“Flexible spaces, such as conference rooms, that double as studio space for yoga/Pilates can also support wellness programs, and having a smoke-free workplace policy is important,” he said. He also recommends the development of a “healthy meetings tool-kit” for company meeting planners, which would include ways to support healthy movement and eating.

“Encouraging supervisors to have walking meetings, urging workers to take stretch breaks frequently (perhaps prompted by a computer reminder), developing incentives within pedometer programs and doing ergonomic self-assessments of workstations are examples of quick changes to decrease the deleterious effects of sedentary work,” Yarborough said.

He went on to explain that ACOEM, the nation's largest medical society dedicated to promoting the health of workers, recently published an economic study in the Journal of Occupational and Environmental Medicine showing that companies that build a culture of health by focusing on the well-being and safety of their workforce yield greater value for their investors. “Evidence seems to support that building cultures of health and safety provides a competitive advantage in the marketplace,” Yarborough said. “Also, resilient employees are likely to have lower health-care costs by having reduced need for mental health treatment, fewer injuries (due to enhanced focus, better fitness and reduced fatigue), and decreased future incidence of chronic medical conditions resulting from poor lifestyles.”

Office Designs to Promote Movement

Sola-Solé said that he has seen an uptick in employers redesigning office spaces to address health concerns associated with sedentary office work.

“I would certainly say that these are issues that inform trends and inform how we approach office design,” he said. “Issues of ergonomics and natural light have been things that we really try to address.”

Sola-Solé said OTJ tries to create work environments that foster movement, prompting employees to get up not only to communicate with colleagues but to work at different locations. “Designing small collaborative settings like team rooms and huddle areas that force people to get out of their offices so they just don't sit and expect co-workers to come to them gives employees locations to go to,” he said, “and it forces them to get up and circulate through the space.”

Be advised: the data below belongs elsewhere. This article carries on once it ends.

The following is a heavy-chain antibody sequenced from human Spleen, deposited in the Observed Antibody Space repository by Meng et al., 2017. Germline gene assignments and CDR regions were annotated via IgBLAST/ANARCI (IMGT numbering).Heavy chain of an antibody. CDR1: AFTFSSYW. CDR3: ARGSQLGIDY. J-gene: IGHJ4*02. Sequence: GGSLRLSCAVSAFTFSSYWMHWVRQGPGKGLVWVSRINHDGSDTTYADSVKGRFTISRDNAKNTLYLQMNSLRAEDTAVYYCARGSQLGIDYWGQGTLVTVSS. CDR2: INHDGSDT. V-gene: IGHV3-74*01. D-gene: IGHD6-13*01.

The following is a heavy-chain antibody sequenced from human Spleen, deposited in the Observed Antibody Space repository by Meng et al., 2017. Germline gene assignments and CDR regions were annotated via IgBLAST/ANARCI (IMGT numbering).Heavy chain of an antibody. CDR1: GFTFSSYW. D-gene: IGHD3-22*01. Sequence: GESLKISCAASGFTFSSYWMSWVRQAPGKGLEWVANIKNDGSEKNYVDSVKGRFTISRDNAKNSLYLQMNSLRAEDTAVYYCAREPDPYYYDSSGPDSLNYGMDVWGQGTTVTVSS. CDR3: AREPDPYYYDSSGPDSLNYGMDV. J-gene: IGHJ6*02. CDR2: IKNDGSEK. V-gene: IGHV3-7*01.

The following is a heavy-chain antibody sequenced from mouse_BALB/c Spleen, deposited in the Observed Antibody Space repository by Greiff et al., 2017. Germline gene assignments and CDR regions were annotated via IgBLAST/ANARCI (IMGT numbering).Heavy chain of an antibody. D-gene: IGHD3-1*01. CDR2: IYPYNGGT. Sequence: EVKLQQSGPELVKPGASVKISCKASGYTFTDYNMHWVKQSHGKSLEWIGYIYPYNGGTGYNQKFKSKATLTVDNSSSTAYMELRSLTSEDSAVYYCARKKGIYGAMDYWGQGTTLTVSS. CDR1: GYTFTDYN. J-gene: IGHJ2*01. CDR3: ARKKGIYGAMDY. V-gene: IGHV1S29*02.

Simple things can significantly reduce sedentary work, Sola-Solé said, such as providing sit/stand type solutions—mechanisms that allow desks to move up and down—and making sure they are fully adjustable and ergonomic.

“One thing that we've been doing is providing standing areas for [employees] to go to and collaborate,” he said. “We typically put those close to the window-line so it promotes the idea of people getting up and going to the window.”

Sola-Solé also noted that the popularity of treadmill desks has increased, adding that one is usually included for public use in office spaces OTJ designs.

‘Permission' to Stand 

Beyond the design of a workspace, employer attitudes also influence worker health.

Heinen said she incorporates physical activity breaks into all of her meetings, adding that giving “permission” to stand is a simple technique more managers should adopt.

“Every time I'm standing in front of an audience, I give permission to people who are seated to stand. I say ‘you don't need to stay in your seat, you're not on an airplane, you can stand up and move,' ” Heinen said. “Just start with giving permission,” she said. “Part of the problem is our culture makes us feel like we have to be seated.”

To contact the reporter on this story: Caryn Freeman in Washington at cfreeman@bna.com

To contact the editor responsible for this story: Simon Nadel at snadel@bna.com